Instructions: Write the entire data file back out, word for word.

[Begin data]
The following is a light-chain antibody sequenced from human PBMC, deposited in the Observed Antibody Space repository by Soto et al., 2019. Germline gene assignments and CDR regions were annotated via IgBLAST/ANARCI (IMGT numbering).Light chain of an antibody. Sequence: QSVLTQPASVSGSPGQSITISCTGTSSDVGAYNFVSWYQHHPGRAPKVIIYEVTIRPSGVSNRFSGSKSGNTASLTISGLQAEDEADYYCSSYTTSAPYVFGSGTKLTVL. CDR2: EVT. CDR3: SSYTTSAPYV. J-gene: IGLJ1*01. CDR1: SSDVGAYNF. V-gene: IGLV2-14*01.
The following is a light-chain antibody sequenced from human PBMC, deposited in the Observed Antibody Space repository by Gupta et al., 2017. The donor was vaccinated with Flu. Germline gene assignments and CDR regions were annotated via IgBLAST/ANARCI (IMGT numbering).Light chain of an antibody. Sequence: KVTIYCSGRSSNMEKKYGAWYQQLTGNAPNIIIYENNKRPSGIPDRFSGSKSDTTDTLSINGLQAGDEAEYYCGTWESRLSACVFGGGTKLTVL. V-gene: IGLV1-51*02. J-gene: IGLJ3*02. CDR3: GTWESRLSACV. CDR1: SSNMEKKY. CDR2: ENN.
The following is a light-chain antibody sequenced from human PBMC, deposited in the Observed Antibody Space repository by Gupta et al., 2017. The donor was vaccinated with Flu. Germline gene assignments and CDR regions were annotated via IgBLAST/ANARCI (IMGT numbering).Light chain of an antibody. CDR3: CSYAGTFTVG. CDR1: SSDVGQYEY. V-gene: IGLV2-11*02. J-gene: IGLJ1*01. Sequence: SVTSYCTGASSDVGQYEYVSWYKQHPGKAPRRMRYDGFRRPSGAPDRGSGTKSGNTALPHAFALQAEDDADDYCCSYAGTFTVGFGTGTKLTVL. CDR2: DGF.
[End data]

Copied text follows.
The following is a light-chain antibody sequenced from human PBMC, deposited in the Observed Antibody Space repository by Soto et al., 2019. Germline gene assignments and CDR regions were annotated via IgBLAST/ANARCI (IMGT numbering).Light chain of an antibody. Sequence: QSVLTQPASVSGSPGQSITISCTGTSSDVGAYNFVSWYQHHPGRAPKVIIYEVTIRPSGVSNRFSGSKSGNTASLTISGLQAEDEADYYCSSYTTSAPYVFGSGTKLTVL. CDR2: EVT. CDR3: SSYTTSAPYV. J-gene: IGLJ1*01. CDR1: SSDVGAYNF. V-gene: IGLV2-14*01.
The following is a light-chain antibody sequenced from human PBMC, deposited in the Observed Antibody Space repository by Gupta et al., 2017. The donor was vaccinated with Flu. Germline gene assignments and CDR regions were annotated via IgBLAST/ANARCI (IMGT numbering).Light chain of an antibody. Sequence: KVTIYCSGRSSNMEKKYGAWYQQLTGNAPNIIIYENNKRPSGIPDRFSGSKSDTTDTLSINGLQAGDEAEYYCGTWESRLSACVFGGGTKLTVL. V-gene: IGLV1-51*02. J-gene: IGLJ3*02. CDR3: GTWESRLSACV. CDR1: SSNMEKKY. CDR2: ENN.
The following is a light-chain antibody sequenced from human PBMC, deposited in the Observed Antibody Space repository by Gupta et al., 2017. The donor was vaccinated with Flu. Germline gene assignments and CDR regions were annotated via IgBLAST/ANARCI (IMGT numbering).Light chain of an antibody. CDR3: CSYAGTFTVG. CDR1: SSDVGQYEY. V-gene: IGLV2-11*02. J-gene: IGLJ1*01. Sequence: SVTSYCTGASSDVGQYEYVSWYKQHPGKAPRRMRYDGFRRPSGAPDRGSGTKSGNTALPHAFALQAEDDADDYCCSYAGTFTVGFGTGTKLTVL. CDR2: DGF.